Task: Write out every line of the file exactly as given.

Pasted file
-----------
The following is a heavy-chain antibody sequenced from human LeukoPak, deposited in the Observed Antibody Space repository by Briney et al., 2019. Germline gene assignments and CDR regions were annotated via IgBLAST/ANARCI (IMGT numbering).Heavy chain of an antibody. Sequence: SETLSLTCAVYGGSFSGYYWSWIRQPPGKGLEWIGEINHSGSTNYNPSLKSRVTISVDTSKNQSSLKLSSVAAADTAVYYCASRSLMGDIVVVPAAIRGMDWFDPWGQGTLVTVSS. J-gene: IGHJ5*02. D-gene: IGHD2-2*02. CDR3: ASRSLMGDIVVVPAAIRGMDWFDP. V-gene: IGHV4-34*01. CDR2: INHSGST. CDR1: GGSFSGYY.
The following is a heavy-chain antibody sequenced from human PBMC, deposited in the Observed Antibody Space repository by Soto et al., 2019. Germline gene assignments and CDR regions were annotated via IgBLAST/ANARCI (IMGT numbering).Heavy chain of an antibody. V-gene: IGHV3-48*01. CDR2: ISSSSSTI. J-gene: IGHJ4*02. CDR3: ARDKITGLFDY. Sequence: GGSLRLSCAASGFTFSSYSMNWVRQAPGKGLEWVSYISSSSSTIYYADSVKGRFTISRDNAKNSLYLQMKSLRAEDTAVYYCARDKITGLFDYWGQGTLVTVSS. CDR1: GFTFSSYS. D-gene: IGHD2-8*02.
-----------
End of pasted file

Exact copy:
The following is a heavy-chain antibody sequenced from human LeukoPak, deposited in the Observed Antibody Space repository by Briney et al., 2019. Germline gene assignments and CDR regions were annotated via IgBLAST/ANARCI (IMGT numbering).Heavy chain of an antibody. Sequence: SETLSLTCAVYGGSFSGYYWSWIRQPPGKGLEWIGEINHSGSTNYNPSLKSRVTISVDTSKNQSSLKLSSVAAADTAVYYCASRSLMGDIVVVPAAIRGMDWFDPWGQGTLVTVSS. J-gene: IGHJ5*02. D-gene: IGHD2-2*02. CDR3: ASRSLMGDIVVVPAAIRGMDWFDP. V-gene: IGHV4-34*01. CDR2: INHSGST. CDR1: GGSFSGYY.
The following is a heavy-chain antibody sequenced from human PBMC, deposited in the Observed Antibody Space repository by Soto et al., 2019. Germline gene assignments and CDR regions were annotated via IgBLAST/ANARCI (IMGT numbering).Heavy chain of an antibody. V-gene: IGHV3-48*01. CDR2: ISSSSSTI. J-gene: IGHJ4*02. CDR3: ARDKITGLFDY. Sequence: GGSLRLSCAASGFTFSSYSMNWVRQAPGKGLEWVSYISSSSSTIYYADSVKGRFTISRDNAKNSLYLQMKSLRAEDTAVYYCARDKITGLFDYWGQGTLVTVSS. CDR1: GFTFSSYS. D-gene: IGHD2-8*02.